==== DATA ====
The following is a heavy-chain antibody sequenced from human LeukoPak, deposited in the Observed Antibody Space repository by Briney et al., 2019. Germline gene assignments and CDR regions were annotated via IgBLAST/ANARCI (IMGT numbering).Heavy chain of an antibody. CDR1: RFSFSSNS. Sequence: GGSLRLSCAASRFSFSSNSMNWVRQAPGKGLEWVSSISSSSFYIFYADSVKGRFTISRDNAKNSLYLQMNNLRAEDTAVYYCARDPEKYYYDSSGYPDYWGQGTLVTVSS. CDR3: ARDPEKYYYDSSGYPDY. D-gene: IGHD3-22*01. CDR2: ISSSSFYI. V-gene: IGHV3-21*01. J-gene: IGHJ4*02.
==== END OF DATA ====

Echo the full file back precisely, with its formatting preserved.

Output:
The following is a heavy-chain antibody sequenced from human LeukoPak, deposited in the Observed Antibody Space repository by Briney et al., 2019. Germline gene assignments and CDR regions were annotated via IgBLAST/ANARCI (IMGT numbering).Heavy chain of an antibody. CDR1: RFSFSSNS. Sequence: GGSLRLSCAASRFSFSSNSMNWVRQAPGKGLEWVSSISSSSFYIFYADSVKGRFTISRDNAKNSLYLQMNNLRAEDTAVYYCARDPEKYYYDSSGYPDYWGQGTLVTVSS. CDR3: ARDPEKYYYDSSGYPDY. D-gene: IGHD3-22*01. CDR2: ISSSSFYI. V-gene: IGHV3-21*01. J-gene: IGHJ4*02.